Professor and Program Director, Applied Psychology
Yueh-Ting Lee (aka “Li Yue-Ting”) is a Professor in the Department of Psychology at Southern Illinois University (SIU), Carbondale, where he has also served as the Dean of the Graduate School since 2015. Before he came to SIU, Dr. Lee had served as an administrator in various capacities, including Dean of the College of Arts and Sciences and Associate Vice President at the University of Toledo, Ohio, and Dean of the College of Arts and Sciences at Minot State University in North Dakota.
Dr. Lee received his BA in English Language and American Literature from Central South University (CSU) in China and MS in Psychology from Beijing Normal University (BNU) before he immigrated to the United States. He received his Ph.D. in social psychology from State University of New York (SUNY) at Stony Brook (aka Stony Brook University) and also completed his postdoctoral training and research at University of Pennsylvania in the early 1990s.
Professor Lee has authored and co-authored over 110 refereed journal articles and peer-reviewed book chapters and produced eleven scholarly books including: Social Cognition: Understanding Ourselves and Others with L. Liu (Beijing Normal University Publishing Group, 2010); Leadership and Management in China: Philosophies, Theories and Practices with C. Chen (Cambridge University Press, 2008); The Psychology of Ethnic and Cultural Conflict with C. McCauley, F. Moghaddam, & S. Worchel (Praeger, 2004); Personality and Person Perceptions across Cultures with C. McCauley & J. Draguns (Lawrence Erlbaum Associates Publishers, 1999); and Stereotype Accuracy: Toward Appreciating Group Differences with L. Jussim & M. McCauley (American Psychological Association, 1995). He served as a co-editor (with S. Kanazawa, 2013-2017) of a special issue entitled Nature and Evolution of Totemism, Religion and Spirituality for the APA journal Psychology of Religion and Spirituality and again as a co-editor (with S. Kanazawa, 2018-2020) of a special issue entitled Future of Evolutionary Psychology for the APA journal Evolutionary Behavioral Sciences. Dr. Lee’s research has been funded by various private and public (federal and state) agencies.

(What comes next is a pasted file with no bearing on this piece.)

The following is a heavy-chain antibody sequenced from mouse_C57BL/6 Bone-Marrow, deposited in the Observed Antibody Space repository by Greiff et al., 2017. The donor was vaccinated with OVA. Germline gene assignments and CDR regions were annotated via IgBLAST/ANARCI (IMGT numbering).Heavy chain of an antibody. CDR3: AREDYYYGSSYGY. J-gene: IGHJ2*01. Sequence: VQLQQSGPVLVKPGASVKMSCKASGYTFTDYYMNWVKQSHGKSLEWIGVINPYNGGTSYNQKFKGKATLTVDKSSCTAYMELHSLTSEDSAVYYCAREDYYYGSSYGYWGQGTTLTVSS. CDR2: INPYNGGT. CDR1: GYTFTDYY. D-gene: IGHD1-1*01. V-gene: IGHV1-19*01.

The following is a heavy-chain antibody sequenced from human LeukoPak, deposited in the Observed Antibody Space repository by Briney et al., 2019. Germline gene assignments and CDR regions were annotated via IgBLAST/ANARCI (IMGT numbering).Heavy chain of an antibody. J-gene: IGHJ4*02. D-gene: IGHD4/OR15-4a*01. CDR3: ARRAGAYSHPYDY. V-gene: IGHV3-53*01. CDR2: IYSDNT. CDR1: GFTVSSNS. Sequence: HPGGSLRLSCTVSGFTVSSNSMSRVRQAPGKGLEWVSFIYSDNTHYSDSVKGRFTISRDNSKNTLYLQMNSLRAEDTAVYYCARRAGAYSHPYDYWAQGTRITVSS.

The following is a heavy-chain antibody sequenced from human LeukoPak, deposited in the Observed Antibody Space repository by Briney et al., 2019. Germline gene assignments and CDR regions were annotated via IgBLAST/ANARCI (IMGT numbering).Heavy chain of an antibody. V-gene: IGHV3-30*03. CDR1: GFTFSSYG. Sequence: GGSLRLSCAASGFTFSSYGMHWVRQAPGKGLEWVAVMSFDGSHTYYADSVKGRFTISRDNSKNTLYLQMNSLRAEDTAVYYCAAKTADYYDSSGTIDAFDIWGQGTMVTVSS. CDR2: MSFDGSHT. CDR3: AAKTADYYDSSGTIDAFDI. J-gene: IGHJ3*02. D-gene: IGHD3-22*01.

Ph.D. State University of New York at Stony Brook (or Stony Brook University)
Lee, Y-T., Jamnik, M. Maedge, K., & Chen, W-T (2020). The Darwin-God dilemma: A totemic approach to the meaning of life and human existence. Evolutionary Behavioral Sciences, 14(4), 355-361.
Lee, Y-T. & Holt, L.B. Eds. (2019). Dao and Daoist ideas for scientists, humanists, and practitioners. Hauppauge, NY: Nova Science Publishers, Inc.
Zhao, Y., Lee, Y-T, Tang, Y, & York, M. (2019). The characteristics of targets of bullying among Chinese youth attending key versus non-key schools. A mixed-methods analysis. Journal of Interpersonal Violence. https://doi.org/10.1177/088626051984572
Lee, Y., Chen, X., Zhao, Y., & Chen, W. (2018). The Quest for Today's Totemic Psychology: A New Look at Wundt, Freud and Other Scientists. Journal of Pacific Rim Psychology, 12, E24. doi:10.1017/prp.2018.13.
Lee, Y-T., Beddow, M., Chan, S., & Xu, C. (2015). Evolutionary and cross-cultural investigation of totemism, Daoism and other spiritual beliefs. Psychology of Religion and Spirituality, 7(4), 278-285.
Lee, Y-T., Haught, H, Chen, K. & Chan, X. (2013). Examining Daoist Big-Five leadership in cross-cultural and gender perspectives. Asian American Journal of Psychology, 4(4), 267-276.
Lee, Y-T., McCauley, C., & Jussim, C. (2013). Stereotypes as valid categories of knowledge, and human perceptions of group differences. Social and Personality Psychology Compass, 7(7), 470-486.
Li, H. & Lee, Y-T. (2011). Incidental emotional states in relation to A-B-C Model. Journal of Cognitive and Behavioral Psychotherapies, 11(2), 209-219.
Lee, Y-T., Ottati, V., Bornman, E., & Yang, S. (2011). A cross-cultural investigation of beliefs about justice in China, USA and South Africa. International Journal of Intercultural Relations, 35, 511-521.
Lee, Y-T. & Jussim, L. (2010). Back in the real world. American Psychologist, 65(2), 130-131.